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Hollywood My Home Town (1965)

 -  Documentary
7.9
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Ratings: 7.9/10 from 155 users  
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Performer Ken Murray first arrived in Hollywood in 1927 a relative unknown from his then hometown of Kingston, New York. Instead of sending postcards of Hollywood back to his family, he ... See full summary »

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Title: Hollywood My Home Town (1965)

Hollywood My Home Town (1965) on IMDb 7.9/10

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Cast

Credited cast:
Ken Murray ...
Himself
Armin Hoffman ...
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Rest of cast listed alphabetically:
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Himself (archive footage)
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Herself (archive footage)
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Himself (archive footage)
Baby LeRoy ...
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Himself (archive footage)
Edgar Bergen ...
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Monte Blue ...
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Himself (archive footage)
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Storyline

Performer Ken Murray first arrived in Hollywood in 1927 a relative unknown from his then hometown of Kingston, New York. Instead of sending postcards of Hollywood back to his family, he instead purchased a 16mm camera, filmed Hollywood stars - many he didn't even know at the time - and sent the resulting film back to his family. This movie is a compilation of much of that footage taken over thirty-five years, plus some additional professional footage provided by his now Hollywood friends. The footage takes place on the street, on movie sets, and wherever Hollywood stars play and/or relax, including their homes. Some of those stars were well established at the time, while others were just at the beginning of what is now their established careers. Murray himself narrates, telling stories of the footage itself and/or of the personalities involved. Written by Huggo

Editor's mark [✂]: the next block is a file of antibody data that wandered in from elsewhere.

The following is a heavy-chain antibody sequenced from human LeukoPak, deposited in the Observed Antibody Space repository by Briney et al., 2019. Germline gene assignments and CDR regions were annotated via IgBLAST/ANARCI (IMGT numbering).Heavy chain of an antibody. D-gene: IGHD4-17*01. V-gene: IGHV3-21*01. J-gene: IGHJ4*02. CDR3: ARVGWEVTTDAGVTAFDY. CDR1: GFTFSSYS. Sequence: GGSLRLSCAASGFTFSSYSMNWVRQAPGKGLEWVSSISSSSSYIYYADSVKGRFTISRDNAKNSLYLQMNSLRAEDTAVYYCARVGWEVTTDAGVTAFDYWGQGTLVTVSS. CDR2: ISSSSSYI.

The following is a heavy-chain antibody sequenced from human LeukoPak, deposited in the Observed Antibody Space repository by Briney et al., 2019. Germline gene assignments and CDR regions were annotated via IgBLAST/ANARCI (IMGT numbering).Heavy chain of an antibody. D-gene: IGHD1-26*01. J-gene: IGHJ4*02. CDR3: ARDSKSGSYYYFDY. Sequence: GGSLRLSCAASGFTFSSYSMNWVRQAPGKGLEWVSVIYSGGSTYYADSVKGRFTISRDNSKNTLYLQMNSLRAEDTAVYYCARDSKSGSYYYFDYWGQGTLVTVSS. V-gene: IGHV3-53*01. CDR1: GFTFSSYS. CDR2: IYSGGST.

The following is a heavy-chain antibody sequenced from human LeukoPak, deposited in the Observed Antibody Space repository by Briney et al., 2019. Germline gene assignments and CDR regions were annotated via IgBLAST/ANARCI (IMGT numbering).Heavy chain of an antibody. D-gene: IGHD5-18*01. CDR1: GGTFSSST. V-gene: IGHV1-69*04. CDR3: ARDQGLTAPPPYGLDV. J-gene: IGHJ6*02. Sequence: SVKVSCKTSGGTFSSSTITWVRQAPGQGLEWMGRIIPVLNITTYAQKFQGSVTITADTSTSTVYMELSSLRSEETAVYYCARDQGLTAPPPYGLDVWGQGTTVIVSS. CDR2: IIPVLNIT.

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Ken Murray's Hollywood Home Movies  »

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Soundtracks

Hollywood My Hometown
Music by George Stoll
Lyrics by Royal Foster
Vocal by The Randy Van Horne Singers
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User Reviews

 
fun look at the old Hollywood
14 May 2006 | by (United States) – See all my reviews

Ken Murray takes the viewer on a trip through the Hollywood of the '20s and beyond in this 1965 show featuring some of his famous home movies. What a treat to see Hollywood Boulevard as it looked in 1927, and to see people like Jean Harlow and Clark Gable on the movie lot and at parties. There were some wonderful moments - Bob Cummings teaching his little girl how to swim as she held onto his neck, a smiling Glenn Ford, a look at the glamorous Pickfair as well as Mary Pickford and Douglas Fairbanks. There was W.C. Fields posing for Murray, Murray himself appearing at an old Hollywood theater, and a dog act. We get to see what the old home movie cameras looked like as well.

This is a charming black and white escape into a simpler time. Didn't much enjoy the wiggling fish and the Indian sequence was a little bit politically incorrect, but there is certainly plenty to enjoy, as usual, in Murray's home movies.


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